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Does a 'teen-birth' have longer-term impacts on the mother? suggestive evidence from the British Household Panel Study


  • Ermisch, John


The paper studies associations between a woman's age at becoming a mother and subsequent 'outcomes', such as her living standard, when she is aged 30-51. The data come from the British Household Panel Survey over the years 1991-2001. The analysis suggests that having a teen-birth, particularly when aged under 18, constrains a woman's opportunities in the 'marriage market' in the sense that she finds it more difficult to find and retain a partner, and she partners with more unemployment-prone and lower earning men. Teenage mothers are much less likely to be a homeowner later in life, and her living standard, as measured by equivalent household income, is about 20% lower.

Suggested Citation

  • Ermisch, John, 2003. "Does a 'teen-birth' have longer-term impacts on the mother? suggestive evidence from the British Household Panel Study," ISER Working Paper Series 2003-32, Institute for Social and Economic Research.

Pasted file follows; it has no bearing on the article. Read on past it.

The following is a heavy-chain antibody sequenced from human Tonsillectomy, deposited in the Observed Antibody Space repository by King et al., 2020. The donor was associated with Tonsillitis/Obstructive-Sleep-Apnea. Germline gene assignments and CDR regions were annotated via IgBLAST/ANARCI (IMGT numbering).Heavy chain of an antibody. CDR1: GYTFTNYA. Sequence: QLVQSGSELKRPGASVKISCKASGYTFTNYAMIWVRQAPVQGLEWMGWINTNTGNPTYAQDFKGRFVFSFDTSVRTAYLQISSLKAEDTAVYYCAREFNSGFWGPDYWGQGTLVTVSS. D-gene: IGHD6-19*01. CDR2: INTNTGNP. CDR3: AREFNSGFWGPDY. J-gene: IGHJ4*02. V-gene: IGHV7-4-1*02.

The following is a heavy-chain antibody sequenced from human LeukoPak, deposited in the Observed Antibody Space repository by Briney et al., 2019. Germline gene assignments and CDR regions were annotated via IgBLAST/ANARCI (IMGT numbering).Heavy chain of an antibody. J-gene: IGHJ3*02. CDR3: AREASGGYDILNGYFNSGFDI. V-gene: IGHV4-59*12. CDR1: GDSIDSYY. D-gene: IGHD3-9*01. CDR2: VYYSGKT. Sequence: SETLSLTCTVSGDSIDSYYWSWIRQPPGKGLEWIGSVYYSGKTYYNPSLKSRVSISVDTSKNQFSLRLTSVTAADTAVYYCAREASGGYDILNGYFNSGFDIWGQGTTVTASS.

• Handle: RePEc:ese:iserwp:2003-32

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    1. Ermisch, John & Pevalin, David J., 2003. "Who has a child as a teenager?," ISER Working Paper Series 2003-30, Institute for Social and Economic Research.
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    Cited by:

    1. Aitken, Zoe & Hewitt, Belinda & Keogh, Louise & LaMontagne, Anthony D. & Bentley, Rebecca & Kavanagh, Anne M., 2016. "Young maternal age at first birth and mental health later in life: Does the association vary by birth cohort?," Social Science & Medicine, Elsevier, vol. 157(C), pages 9-17.

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